Don’t fall into the same traps far too many smart home companies succumb. Here are the worst ways to pitch me on your smart home device.

 

The dreaded carbon copy

When sending out product pitches, it is important to up your game. We receive more emails than we can answer so we must be selective. A quick way to turn me off is by sending a generic mass-email to a dozen publications, all at the same time.

 

If I get an email with 11 other publications CC’d, I’m not going to pay it any attention.

 

Know who you’re talking to

When sending an email — en masse or individually — try your best to personalize it. Don’t send “Dear sir or madam” as the intro because it clearly feels generic and comes off as a shotgun tactic sent to as many people as possible. Know the editors name that you are reaching out to, and — importantly — get that name right.

 

It can quickly turn someone off when you get a pitch email and a copy paste error ends up with an email addressed to the entirely wrong person. If you send me an email addressed to “Jared,” I’m going to form the opinion that you are a bit insincere.

 

The same holds true for the publication name. Make sure capitalizations are correct as well as spacing. Is it AppleInsider or Apple Insider? Is it TechRadar or Tech Radar? (FYI — it is the former on both!)

 

Don’t get too excited

I know you want to get your product out there, but don’t pester us with the same pitch multiple times. It is one thing to follow up an initial pitch checking in, but it is another just to continuously send the same pitch email time after time.

 

Yes, this is a thing that happens and it is frustrating and doesn’t make me any more eager to provide coverage for your product.

 

Find the right audience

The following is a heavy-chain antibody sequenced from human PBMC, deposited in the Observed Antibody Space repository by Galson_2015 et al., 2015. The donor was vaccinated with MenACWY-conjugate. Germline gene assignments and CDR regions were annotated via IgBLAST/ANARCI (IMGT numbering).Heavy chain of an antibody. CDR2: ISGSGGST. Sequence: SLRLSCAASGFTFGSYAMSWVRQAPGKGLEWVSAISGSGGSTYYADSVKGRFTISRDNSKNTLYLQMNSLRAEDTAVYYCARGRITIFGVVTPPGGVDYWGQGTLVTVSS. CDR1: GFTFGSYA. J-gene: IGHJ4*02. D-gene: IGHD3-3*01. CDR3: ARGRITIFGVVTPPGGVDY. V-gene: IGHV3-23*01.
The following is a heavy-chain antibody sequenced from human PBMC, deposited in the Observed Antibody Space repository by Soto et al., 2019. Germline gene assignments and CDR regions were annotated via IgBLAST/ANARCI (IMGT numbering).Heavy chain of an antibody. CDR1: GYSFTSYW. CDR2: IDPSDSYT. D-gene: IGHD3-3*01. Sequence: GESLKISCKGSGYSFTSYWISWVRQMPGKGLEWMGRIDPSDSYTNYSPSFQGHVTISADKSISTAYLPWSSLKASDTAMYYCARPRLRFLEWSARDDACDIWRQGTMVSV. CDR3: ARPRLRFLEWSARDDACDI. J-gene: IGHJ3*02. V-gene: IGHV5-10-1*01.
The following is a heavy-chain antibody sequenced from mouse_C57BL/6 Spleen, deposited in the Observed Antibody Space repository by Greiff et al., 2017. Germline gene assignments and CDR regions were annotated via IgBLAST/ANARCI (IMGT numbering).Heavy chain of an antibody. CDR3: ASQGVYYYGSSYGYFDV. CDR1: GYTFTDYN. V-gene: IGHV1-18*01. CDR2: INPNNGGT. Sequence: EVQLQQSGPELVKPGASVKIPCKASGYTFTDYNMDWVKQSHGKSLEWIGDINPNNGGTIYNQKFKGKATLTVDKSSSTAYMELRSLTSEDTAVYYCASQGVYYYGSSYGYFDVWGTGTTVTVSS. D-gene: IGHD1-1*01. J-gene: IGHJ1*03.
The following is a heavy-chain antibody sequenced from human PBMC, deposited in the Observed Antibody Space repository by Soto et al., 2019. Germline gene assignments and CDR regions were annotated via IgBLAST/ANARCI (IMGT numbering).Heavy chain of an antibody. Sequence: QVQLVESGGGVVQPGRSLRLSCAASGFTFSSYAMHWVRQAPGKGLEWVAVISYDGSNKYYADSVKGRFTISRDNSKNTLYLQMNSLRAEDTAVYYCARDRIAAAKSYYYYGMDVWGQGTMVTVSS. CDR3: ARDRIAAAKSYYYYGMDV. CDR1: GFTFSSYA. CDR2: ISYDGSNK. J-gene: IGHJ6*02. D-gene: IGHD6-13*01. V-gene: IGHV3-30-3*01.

Ok. You’ve decided to send a personalized email and double checked the name. You are ready to send off the email — but before you do, ensure that the publication is relevant. This is also far too common in our industry. Pitches are sent out en masse without understanding the publication or being sure that they are even tangentially relevant to your product.

 

I work for a tech publication, yet I get pitches for blankets, rock climbing safety gear, and water sanitizing devices. These sound great! But are in no way relevant to my publication or what we would ever cover.

 

Doing this wastes our time, clutters our inbox, and can even put us off from your brand rather than wanted to cover it.

 

Don’t craft a bad email

The final worst way to pitch me on your product is with a crummy email. We’re talking bad graphics, ill-formatted text, copious spelling mistakes, or bad grammar. If someone doesn’t spend a few moments to proofread their text, not fill it with spam-filter flagging graphics, and format their text correctly, how seriously are they taking their product?

 

A well-designed email can be everything in a pitch. That includes the subject line, the images, the introduction, etc. If all that looks shoddy, I’ll associate that with your product. Not a good PR image to have.